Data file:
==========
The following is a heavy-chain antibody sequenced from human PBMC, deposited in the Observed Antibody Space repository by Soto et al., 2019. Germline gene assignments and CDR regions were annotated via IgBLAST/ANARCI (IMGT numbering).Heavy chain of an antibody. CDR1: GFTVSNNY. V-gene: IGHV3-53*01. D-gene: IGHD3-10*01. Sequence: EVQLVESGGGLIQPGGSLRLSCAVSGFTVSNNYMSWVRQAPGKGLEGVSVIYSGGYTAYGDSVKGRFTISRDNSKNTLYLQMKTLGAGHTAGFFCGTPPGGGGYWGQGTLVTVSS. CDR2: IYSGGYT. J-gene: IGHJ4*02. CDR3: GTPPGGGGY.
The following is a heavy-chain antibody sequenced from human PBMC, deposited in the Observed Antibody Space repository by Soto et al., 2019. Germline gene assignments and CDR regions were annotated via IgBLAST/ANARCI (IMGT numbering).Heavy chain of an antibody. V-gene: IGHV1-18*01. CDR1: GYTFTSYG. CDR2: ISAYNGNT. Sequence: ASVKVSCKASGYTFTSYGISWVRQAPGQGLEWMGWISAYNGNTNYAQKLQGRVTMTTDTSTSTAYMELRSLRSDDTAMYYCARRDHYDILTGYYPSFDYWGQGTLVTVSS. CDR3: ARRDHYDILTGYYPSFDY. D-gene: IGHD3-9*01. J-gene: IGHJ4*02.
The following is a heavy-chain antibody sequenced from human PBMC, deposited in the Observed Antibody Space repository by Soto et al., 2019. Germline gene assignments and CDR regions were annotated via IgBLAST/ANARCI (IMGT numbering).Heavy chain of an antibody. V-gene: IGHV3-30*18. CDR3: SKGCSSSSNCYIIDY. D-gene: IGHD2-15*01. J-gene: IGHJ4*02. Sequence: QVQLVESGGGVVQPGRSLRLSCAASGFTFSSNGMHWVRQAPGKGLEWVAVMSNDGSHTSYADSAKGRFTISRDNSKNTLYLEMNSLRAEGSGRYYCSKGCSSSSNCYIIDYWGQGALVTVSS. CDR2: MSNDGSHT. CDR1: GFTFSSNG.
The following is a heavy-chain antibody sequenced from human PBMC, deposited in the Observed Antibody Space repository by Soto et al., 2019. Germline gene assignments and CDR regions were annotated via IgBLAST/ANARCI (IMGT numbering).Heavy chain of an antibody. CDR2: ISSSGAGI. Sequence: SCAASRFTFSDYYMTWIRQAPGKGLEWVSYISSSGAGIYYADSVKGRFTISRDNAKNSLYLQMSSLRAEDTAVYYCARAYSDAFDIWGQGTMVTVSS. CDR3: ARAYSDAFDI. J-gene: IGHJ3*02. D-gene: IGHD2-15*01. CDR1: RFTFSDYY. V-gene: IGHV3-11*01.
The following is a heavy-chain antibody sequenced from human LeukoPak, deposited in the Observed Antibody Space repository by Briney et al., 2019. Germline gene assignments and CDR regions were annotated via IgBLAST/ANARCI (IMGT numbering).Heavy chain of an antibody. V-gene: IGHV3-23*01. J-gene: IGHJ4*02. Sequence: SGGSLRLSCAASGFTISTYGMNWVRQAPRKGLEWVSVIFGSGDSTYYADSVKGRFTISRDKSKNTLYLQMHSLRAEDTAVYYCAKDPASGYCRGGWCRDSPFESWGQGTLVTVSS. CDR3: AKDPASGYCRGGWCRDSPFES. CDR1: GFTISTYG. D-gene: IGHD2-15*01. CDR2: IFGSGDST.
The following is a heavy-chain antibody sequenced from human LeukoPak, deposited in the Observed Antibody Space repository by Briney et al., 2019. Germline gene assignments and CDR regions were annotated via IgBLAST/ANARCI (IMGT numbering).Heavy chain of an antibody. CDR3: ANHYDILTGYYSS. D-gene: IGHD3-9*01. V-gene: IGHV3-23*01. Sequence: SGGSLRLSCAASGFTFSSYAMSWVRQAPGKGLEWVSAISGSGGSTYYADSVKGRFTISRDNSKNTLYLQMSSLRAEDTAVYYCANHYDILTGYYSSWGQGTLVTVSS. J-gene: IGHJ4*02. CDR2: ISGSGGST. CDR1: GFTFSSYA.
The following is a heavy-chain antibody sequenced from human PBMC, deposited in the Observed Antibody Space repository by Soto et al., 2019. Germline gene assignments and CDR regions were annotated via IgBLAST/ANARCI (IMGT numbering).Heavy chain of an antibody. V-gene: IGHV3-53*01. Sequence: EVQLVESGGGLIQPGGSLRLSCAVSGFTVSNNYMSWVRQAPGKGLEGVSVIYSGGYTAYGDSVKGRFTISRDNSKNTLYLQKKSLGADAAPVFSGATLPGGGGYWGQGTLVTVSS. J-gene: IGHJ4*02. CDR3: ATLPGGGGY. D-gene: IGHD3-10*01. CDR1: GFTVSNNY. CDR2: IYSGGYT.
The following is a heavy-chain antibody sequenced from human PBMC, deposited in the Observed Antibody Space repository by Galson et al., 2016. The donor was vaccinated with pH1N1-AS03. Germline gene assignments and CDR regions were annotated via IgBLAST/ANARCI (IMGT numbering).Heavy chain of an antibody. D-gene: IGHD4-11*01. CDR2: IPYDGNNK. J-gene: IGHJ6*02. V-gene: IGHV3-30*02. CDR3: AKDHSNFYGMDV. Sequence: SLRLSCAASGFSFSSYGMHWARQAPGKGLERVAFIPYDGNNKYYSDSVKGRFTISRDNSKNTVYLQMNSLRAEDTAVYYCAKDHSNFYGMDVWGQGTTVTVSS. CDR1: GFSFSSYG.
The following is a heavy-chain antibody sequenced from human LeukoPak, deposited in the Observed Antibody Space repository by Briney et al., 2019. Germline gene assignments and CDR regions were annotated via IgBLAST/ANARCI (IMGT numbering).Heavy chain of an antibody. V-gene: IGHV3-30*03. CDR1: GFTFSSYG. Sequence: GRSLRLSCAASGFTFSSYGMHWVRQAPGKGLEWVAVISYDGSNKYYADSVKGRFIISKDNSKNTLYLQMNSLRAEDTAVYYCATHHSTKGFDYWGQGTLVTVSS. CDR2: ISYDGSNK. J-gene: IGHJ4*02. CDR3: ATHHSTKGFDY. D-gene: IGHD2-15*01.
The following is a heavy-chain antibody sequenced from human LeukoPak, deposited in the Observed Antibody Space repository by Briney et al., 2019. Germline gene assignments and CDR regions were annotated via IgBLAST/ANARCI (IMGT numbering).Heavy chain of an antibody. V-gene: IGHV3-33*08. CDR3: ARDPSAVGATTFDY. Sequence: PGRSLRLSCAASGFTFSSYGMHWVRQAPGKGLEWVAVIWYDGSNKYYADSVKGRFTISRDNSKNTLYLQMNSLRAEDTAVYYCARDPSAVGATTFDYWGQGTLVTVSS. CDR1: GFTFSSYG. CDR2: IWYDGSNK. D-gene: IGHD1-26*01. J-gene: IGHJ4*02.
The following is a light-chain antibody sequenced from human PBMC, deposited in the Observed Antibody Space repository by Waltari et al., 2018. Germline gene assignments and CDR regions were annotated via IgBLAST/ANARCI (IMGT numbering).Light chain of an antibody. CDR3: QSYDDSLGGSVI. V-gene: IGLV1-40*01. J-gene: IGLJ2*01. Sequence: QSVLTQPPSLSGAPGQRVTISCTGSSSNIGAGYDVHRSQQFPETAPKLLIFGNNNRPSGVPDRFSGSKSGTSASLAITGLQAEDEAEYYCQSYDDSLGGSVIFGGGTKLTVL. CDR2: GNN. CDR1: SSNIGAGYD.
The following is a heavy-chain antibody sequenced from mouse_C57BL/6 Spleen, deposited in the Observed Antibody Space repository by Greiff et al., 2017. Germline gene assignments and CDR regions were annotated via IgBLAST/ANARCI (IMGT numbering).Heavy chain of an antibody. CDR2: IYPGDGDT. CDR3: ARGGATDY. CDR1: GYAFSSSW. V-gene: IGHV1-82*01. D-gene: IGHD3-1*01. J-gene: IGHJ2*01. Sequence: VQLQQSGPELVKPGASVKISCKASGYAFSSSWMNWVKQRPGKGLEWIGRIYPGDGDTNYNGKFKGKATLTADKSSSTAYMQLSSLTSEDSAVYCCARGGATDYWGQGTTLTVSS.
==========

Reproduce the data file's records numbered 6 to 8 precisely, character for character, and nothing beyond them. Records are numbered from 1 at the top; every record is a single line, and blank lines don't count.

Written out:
The following is a heavy-chain antibody sequenced from human LeukoPak, deposited in the Observed Antibody Space repository by Briney et al., 2019. Germline gene assignments and CDR regions were annotated via IgBLAST/ANARCI (IMGT numbering).Heavy chain of an antibody. CDR3: ANHYDILTGYYSS. D-gene: IGHD3-9*01. V-gene: IGHV3-23*01. Sequence: SGGSLRLSCAASGFTFSSYAMSWVRQAPGKGLEWVSAISGSGGSTYYADSVKGRFTISRDNSKNTLYLQMSSLRAEDTAVYYCANHYDILTGYYSSWGQGTLVTVSS. J-gene: IGHJ4*02. CDR2: ISGSGGST. CDR1: GFTFSSYA.
The following is a heavy-chain antibody sequenced from human PBMC, deposited in the Observed Antibody Space repository by Soto et al., 2019. Germline gene assignments and CDR regions were annotated via IgBLAST/ANARCI (IMGT numbering).Heavy chain of an antibody. V-gene: IGHV3-53*01. Sequence: EVQLVESGGGLIQPGGSLRLSCAVSGFTVSNNYMSWVRQAPGKGLEGVSVIYSGGYTAYGDSVKGRFTISRDNSKNTLYLQKKSLGADAAPVFSGATLPGGGGYWGQGTLVTVSS. J-gene: IGHJ4*02. CDR3: ATLPGGGGY. D-gene: IGHD3-10*01. CDR1: GFTVSNNY. CDR2: IYSGGYT.
The following is a heavy-chain antibody sequenced from human PBMC, deposited in the Observed Antibody Space repository by Galson et al., 2016. The donor was vaccinated with pH1N1-AS03. Germline gene assignments and CDR regions were annotated via IgBLAST/ANARCI (IMGT numbering).Heavy chain of an antibody. D-gene: IGHD4-11*01. CDR2: IPYDGNNK. J-gene: IGHJ6*02. V-gene: IGHV3-30*02. CDR3: AKDHSNFYGMDV. Sequence: SLRLSCAASGFSFSSYGMHWARQAPGKGLERVAFIPYDGNNKYYSDSVKGRFTISRDNSKNTVYLQMNSLRAEDTAVYYCAKDHSNFYGMDVWGQGTTVTVSS. CDR1: GFSFSSYG.